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An interview with Twitpic founder Noah Everett
Noah Everett

Noah Everett's bio on twitter says "The nice guy that finished first - the founder of Twitpic." And that pretty much sums it up.

The web wunderkind started Twitpic as a weekend project after discovering he was unable to post pictures to Twitter. At last count, the site had 6.5 million users (and was growing by tens of thousand per day). Not bad for a guy who taught himself how to code.

After re-locating to Charleston recently, Everett has begun working on a new project called Heello, and although details are limited, the new company's goal is "to make communication easier," and "solve real problems - from communication issues to human needs."

Everett is one of three key note speakers at Geekend, the 2nd annual tech and design conference being hosted here in Savannah this weekend. We caught up with him by phone last week to talk about life in the South, his new project and the future of social media.

If the tech boom taught us anything it's that developers move west, not south. Why choose Charleston over Silicon Valley?

Noah Everett: I'm originally from North Carolina and moved out to the Midwest when I was younger. I saw the movie The Patriot with Mel Gibson was playing on TV, and it got me thinking about Charleston. I thought it was a really pretty city, so I came out here on a family vacation and ending up moving out here two weeks later because I just love the city so much. It's a great environment. I love downtown. The Charleston area kind of mirrors San Francisco a little bit. There's the harbor, the bridge and a great art environment. I love it.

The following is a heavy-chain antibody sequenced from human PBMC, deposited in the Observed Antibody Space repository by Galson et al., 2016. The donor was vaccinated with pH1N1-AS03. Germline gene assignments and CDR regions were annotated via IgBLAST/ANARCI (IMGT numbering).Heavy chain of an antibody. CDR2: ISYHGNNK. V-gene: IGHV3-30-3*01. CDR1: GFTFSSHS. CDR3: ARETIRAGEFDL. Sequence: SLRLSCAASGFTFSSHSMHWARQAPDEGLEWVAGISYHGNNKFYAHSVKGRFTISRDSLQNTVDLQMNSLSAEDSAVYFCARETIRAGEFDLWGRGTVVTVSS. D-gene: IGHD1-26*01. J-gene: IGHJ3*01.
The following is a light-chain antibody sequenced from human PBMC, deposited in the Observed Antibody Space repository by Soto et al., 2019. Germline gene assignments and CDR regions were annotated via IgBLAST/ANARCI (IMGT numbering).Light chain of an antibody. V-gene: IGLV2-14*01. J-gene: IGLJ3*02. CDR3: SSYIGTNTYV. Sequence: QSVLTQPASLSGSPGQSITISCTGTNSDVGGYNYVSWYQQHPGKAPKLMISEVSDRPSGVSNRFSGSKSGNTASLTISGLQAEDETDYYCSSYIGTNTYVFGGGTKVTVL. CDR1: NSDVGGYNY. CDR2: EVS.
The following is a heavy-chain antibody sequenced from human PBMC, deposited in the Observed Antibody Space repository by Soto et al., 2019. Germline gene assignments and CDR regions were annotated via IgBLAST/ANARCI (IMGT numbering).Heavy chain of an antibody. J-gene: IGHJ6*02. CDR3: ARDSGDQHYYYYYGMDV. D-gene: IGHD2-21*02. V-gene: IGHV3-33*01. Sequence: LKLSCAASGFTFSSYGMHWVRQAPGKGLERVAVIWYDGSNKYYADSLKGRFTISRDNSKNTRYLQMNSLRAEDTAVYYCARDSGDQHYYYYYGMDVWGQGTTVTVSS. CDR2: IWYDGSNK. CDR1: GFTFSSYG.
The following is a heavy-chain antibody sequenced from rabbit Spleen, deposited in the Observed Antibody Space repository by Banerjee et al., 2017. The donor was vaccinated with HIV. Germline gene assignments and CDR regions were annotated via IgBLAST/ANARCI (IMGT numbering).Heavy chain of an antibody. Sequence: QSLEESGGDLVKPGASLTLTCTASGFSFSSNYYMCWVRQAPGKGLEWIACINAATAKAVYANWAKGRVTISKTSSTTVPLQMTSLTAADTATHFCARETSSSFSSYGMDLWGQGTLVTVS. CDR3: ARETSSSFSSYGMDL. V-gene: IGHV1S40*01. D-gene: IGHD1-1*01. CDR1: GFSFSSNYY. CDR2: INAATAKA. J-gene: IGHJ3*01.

Is there a tech community down here that you've managed to get plugged into? Or is it nice to be off on your own?

Noah Everett: There's a tech community here. Obviously, it's not as large as some of the larger cities, but it's pretty vibrant for what it is. Our goal, particularly with Heello, our new company, is to pull tech people from the larger metro areas like Atlanta, Charlotte, Raleigh and places like that with a startup mentality.